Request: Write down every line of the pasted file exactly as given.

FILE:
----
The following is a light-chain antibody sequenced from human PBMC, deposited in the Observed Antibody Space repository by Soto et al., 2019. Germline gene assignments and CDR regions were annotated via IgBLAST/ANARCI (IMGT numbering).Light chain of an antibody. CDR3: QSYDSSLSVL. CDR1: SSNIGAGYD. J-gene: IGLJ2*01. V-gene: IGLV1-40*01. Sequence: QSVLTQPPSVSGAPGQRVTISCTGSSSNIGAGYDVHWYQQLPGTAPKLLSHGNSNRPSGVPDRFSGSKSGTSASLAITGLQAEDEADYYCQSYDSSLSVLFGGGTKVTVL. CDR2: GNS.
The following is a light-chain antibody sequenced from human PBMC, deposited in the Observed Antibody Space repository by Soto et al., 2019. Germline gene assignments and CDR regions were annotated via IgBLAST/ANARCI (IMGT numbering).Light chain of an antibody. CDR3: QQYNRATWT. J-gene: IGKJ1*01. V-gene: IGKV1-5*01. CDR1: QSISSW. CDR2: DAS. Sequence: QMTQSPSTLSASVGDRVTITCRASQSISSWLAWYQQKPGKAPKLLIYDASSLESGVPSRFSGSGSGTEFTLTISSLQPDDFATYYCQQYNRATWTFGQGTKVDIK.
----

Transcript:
The following is a light-chain antibody sequenced from human PBMC, deposited in the Observed Antibody Space repository by Soto et al., 2019. Germline gene assignments and CDR regions were annotated via IgBLAST/ANARCI (IMGT numbering).Light chain of an antibody. CDR3: QSYDSSLSVL. CDR1: SSNIGAGYD. J-gene: IGLJ2*01. V-gene: IGLV1-40*01. Sequence: QSVLTQPPSVSGAPGQRVTISCTGSSSNIGAGYDVHWYQQLPGTAPKLLSHGNSNRPSGVPDRFSGSKSGTSASLAITGLQAEDEADYYCQSYDSSLSVLFGGGTKVTVL. CDR2: GNS.
The following is a light-chain antibody sequenced from human PBMC, deposited in the Observed Antibody Space repository by Soto et al., 2019. Germline gene assignments and CDR regions were annotated via IgBLAST/ANARCI (IMGT numbering).Light chain of an antibody. CDR3: QQYNRATWT. J-gene: IGKJ1*01. V-gene: IGKV1-5*01. CDR1: QSISSW. CDR2: DAS. Sequence: QMTQSPSTLSASVGDRVTITCRASQSISSWLAWYQQKPGKAPKLLIYDASSLESGVPSRFSGSGSGTEFTLTISSLQPDDFATYYCQQYNRATWTFGQGTKVDIK.